We All Might Be Wrong
Despite the fact that this is my third post in a week about the Synod on the Family, I find that I am not all that engaged in what is going on in Rome. I don't really care one way or the other. Part of that is that I am skeptical anything of substance coming out of this Synod, but my ennui is much deeper than that. It's taken me a while to figure out what has been turning me off to the Synod, but I think I have figured it out. And, like all good insights, it came to me in an unexpected place--listening to the radio driving home yesterday.
When I get bored with the stations on my satellite radio in the car, I often find myself turning to EWTN radio. It's kind of like picking at a scab--I know I shouldn't do it, but I can't help myself. Anyway, the topic was pornography, and they had a bishop on talking about some document he had recently written about the topic. I am sure this will come as no surprise, but the bishop took the position that pornography viewing is a crisis, that it is addictive, that it will destroy your life, etc. At the end of his talk, he said (and I am paraphrasing here) "people who watch pornography need to understand they will appear before God some day. How will you look Him in the face if you have seen porn?"
Now, I happen to think this point of view regarding pornography is insane. While God may care how certain types of porn are made and what content is in certain porn (abuse, exploitation, denigration of women, etc.), I firmly believe that God doesn't care that we occasionally look at pictures of people having sex. And, other than evidence regarding young children being exposed to sexual material, I am aware of no legitimate medical or scientific evidence that pornography is inherently dangerous. Frankly, I resent the fact that I spent a significant portion of my life worried and ashamed of looking at porn, worry and shame that was a result of attitudes like that of the bishop. I believe it was, on every level, a waste of my time and mental energy, and I would have been happier without these complexes.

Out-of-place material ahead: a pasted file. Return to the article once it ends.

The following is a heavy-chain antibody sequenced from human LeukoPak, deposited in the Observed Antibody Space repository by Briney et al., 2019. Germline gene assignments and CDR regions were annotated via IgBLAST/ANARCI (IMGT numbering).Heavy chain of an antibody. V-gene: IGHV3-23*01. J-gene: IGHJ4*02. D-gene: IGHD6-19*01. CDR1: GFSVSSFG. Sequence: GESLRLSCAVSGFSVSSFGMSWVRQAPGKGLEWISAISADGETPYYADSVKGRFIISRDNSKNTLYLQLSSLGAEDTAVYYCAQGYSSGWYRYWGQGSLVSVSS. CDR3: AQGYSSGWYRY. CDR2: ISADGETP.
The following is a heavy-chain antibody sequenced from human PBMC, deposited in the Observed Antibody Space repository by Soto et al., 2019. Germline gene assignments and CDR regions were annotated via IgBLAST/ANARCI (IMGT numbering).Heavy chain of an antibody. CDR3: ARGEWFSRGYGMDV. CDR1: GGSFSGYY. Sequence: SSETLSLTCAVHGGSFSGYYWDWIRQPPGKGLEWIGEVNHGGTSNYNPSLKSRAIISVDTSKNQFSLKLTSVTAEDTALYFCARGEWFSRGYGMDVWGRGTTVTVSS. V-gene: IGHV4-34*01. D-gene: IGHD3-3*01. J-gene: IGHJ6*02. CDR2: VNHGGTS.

But, you know what? Maybe I'm wrong. Maybe God has a big problem with viewing pornography. Maybe God will recoil from me due to the fact that I have looked at other folks having sex. There are things I can say ("if You didn't want us to look at it, why did You make it so interesting and weird?"), but maybe I'm totally screwed. I accept that this is a possibility, because I am under no illusions that I know the mind of God with any clarity.
But, here's the thing. . . I don't think the bishop does, either.
The bishop is relying on a body of thought, which incorporates a set of assumptions and principles that come from a variety of sources--Scripture, interpretations of Scripture, philosophical ideas, empirical observations. My conclusions are based on a slightly different set of assumptions and principles, and so I come to a different conclusion. There are lots of reasons why one might find the bishop's view more compelling than mine, and that's fine. But the key is that neither of us can say for certain what God thinks about pornography. We do not, and cannot, know the mind of God, and it is the highest form of narcissism and arrogance to think we can. All we can do is give our best guess.